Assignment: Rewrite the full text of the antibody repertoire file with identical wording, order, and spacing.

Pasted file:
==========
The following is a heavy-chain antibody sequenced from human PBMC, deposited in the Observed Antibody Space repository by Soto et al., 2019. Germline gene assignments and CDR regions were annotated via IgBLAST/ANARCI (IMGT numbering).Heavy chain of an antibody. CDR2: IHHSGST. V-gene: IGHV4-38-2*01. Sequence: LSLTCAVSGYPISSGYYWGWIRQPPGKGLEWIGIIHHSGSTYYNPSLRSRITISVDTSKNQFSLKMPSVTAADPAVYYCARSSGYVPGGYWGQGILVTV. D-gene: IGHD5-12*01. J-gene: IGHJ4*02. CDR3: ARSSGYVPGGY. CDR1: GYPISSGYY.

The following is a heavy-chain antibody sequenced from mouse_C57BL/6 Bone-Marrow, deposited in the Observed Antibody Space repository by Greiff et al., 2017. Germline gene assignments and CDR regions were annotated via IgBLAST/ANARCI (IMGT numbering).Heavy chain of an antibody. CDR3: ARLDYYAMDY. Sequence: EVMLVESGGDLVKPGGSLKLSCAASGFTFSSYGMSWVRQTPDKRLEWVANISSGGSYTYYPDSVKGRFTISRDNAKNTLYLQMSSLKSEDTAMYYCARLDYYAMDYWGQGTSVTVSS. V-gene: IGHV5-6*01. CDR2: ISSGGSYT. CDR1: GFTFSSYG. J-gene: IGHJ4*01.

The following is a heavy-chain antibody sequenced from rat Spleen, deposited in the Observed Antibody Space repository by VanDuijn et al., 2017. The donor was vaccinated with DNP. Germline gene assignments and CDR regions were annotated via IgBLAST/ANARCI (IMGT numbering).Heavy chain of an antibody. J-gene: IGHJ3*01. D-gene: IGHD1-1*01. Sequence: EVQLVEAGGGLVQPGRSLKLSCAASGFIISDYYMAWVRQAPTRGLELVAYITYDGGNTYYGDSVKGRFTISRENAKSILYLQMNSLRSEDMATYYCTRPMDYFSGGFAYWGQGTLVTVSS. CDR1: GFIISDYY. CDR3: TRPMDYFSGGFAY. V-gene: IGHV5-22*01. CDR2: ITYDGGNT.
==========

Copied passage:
The following is a heavy-chain antibody sequenced from human PBMC, deposited in the Observed Antibody Space repository by Soto et al., 2019. Germline gene assignments and CDR regions were annotated via IgBLAST/ANARCI (IMGT numbering).Heavy chain of an antibody. CDR2: IHHSGST. V-gene: IGHV4-38-2*01. Sequence: LSLTCAVSGYPISSGYYWGWIRQPPGKGLEWIGIIHHSGSTYYNPSLRSRITISVDTSKNQFSLKMPSVTAADPAVYYCARSSGYVPGGYWGQGILVTV. D-gene: IGHD5-12*01. J-gene: IGHJ4*02. CDR3: ARSSGYVPGGY. CDR1: GYPISSGYY.

The following is a heavy-chain antibody sequenced from mouse_C57BL/6 Bone-Marrow, deposited in the Observed Antibody Space repository by Greiff et al., 2017. Germline gene assignments and CDR regions were annotated via IgBLAST/ANARCI (IMGT numbering).Heavy chain of an antibody. CDR3: ARLDYYAMDY. Sequence: EVMLVESGGDLVKPGGSLKLSCAASGFTFSSYGMSWVRQTPDKRLEWVANISSGGSYTYYPDSVKGRFTISRDNAKNTLYLQMSSLKSEDTAMYYCARLDYYAMDYWGQGTSVTVSS. V-gene: IGHV5-6*01. CDR2: ISSGGSYT. CDR1: GFTFSSYG. J-gene: IGHJ4*01.

The following is a heavy-chain antibody sequenced from rat Spleen, deposited in the Observed Antibody Space repository by VanDuijn et al., 2017. The donor was vaccinated with DNP. Germline gene assignments and CDR regions were annotated via IgBLAST/ANARCI (IMGT numbering).Heavy chain of an antibody. J-gene: IGHJ3*01. D-gene: IGHD1-1*01. Sequence: EVQLVEAGGGLVQPGRSLKLSCAASGFIISDYYMAWVRQAPTRGLELVAYITYDGGNTYYGDSVKGRFTISRENAKSILYLQMNSLRSEDMATYYCTRPMDYFSGGFAYWGQGTLVTVSS. CDR1: GFIISDYY. CDR3: TRPMDYFSGGFAY. V-gene: IGHV5-22*01. CDR2: ITYDGGNT.